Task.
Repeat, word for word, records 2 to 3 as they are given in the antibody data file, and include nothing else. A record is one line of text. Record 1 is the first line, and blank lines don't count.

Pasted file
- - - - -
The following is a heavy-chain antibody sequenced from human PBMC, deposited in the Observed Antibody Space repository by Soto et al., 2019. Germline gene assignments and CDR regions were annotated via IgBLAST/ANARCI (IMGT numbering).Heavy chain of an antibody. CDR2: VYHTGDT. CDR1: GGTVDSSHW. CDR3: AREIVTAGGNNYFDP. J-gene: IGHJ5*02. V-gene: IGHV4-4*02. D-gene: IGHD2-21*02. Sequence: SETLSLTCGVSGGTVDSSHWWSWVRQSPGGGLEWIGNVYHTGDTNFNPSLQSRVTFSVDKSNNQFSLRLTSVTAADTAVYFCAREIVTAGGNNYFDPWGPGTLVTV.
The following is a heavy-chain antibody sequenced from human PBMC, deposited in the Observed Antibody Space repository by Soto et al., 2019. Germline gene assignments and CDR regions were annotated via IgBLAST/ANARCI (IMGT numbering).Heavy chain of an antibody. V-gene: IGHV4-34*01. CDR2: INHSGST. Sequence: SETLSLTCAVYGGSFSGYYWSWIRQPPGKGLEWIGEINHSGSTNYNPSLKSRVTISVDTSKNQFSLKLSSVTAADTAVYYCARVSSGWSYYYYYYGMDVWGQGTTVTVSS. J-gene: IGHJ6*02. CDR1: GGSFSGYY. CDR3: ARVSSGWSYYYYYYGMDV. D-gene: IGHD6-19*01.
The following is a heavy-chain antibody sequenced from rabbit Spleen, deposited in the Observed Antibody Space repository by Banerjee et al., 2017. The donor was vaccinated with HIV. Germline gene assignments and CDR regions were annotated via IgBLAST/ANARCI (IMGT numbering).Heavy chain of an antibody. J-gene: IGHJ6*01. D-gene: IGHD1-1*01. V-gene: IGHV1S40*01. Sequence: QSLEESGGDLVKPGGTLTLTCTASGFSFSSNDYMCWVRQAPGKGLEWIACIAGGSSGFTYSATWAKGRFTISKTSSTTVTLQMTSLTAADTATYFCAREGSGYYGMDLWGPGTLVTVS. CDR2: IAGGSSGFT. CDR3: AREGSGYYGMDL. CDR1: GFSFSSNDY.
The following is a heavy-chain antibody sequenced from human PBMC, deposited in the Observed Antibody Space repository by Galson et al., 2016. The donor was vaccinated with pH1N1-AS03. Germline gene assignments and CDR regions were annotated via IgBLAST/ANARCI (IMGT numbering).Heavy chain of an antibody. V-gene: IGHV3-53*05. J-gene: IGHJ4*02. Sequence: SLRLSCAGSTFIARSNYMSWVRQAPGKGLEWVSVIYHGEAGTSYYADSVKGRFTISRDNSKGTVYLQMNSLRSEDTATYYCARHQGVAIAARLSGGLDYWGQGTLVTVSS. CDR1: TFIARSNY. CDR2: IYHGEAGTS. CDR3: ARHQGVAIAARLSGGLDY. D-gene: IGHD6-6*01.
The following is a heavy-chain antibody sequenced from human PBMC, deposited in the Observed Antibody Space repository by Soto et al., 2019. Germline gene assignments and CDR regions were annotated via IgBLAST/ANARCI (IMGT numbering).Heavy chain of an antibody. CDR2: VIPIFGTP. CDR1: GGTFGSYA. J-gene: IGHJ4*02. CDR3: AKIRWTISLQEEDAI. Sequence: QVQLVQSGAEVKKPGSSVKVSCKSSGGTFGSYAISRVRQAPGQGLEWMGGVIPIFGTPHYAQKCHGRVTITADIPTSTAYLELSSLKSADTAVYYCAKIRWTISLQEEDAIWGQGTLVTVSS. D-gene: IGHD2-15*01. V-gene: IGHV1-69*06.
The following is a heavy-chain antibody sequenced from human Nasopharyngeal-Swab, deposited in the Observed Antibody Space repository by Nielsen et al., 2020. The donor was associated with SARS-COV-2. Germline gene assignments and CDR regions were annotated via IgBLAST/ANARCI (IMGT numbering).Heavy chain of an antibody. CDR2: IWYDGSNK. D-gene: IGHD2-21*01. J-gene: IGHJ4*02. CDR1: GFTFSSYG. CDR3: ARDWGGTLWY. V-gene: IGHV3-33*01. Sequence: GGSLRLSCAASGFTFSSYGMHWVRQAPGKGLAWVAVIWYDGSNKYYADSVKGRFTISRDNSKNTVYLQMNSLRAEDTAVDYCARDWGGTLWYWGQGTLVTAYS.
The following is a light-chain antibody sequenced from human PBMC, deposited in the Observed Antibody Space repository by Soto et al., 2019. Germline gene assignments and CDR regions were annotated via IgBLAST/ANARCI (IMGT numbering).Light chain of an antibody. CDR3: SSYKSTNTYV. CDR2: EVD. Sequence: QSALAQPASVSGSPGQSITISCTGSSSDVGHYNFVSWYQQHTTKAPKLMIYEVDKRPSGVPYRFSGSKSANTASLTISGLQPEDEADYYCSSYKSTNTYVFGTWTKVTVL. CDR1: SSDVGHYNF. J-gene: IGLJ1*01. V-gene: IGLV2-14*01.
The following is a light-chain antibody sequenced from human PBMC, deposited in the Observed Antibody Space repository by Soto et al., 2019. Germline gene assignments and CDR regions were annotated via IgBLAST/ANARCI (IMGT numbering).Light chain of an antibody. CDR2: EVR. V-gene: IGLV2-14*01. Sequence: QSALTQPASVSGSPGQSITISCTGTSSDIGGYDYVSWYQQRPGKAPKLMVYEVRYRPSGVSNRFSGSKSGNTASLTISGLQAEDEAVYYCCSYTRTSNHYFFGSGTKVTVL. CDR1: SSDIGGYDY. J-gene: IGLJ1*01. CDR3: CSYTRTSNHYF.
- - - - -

The following is a heavy-chain antibody sequenced from human PBMC, deposited in the Observed Antibody Space repository by Soto et al., 2019. Germline gene assignments and CDR regions were annotated via IgBLAST/ANARCI (IMGT numbering).Heavy chain of an antibody. V-gene: IGHV4-34*01. CDR2: INHSGST. Sequence: SETLSLTCAVYGGSFSGYYWSWIRQPPGKGLEWIGEINHSGSTNYNPSLKSRVTISVDTSKNQFSLKLSSVTAADTAVYYCARVSSGWSYYYYYYGMDVWGQGTTVTVSS. J-gene: IGHJ6*02. CDR1: GGSFSGYY. CDR3: ARVSSGWSYYYYYYGMDV. D-gene: IGHD6-19*01.
The following is a heavy-chain antibody sequenced from rabbit Spleen, deposited in the Observed Antibody Space repository by Banerjee et al., 2017. The donor was vaccinated with HIV. Germline gene assignments and CDR regions were annotated via IgBLAST/ANARCI (IMGT numbering).Heavy chain of an antibody. J-gene: IGHJ6*01. D-gene: IGHD1-1*01. V-gene: IGHV1S40*01. Sequence: QSLEESGGDLVKPGGTLTLTCTASGFSFSSNDYMCWVRQAPGKGLEWIACIAGGSSGFTYSATWAKGRFTISKTSSTTVTLQMTSLTAADTATYFCAREGSGYYGMDLWGPGTLVTVS. CDR2: IAGGSSGFT. CDR3: AREGSGYYGMDL. CDR1: GFSFSSNDY.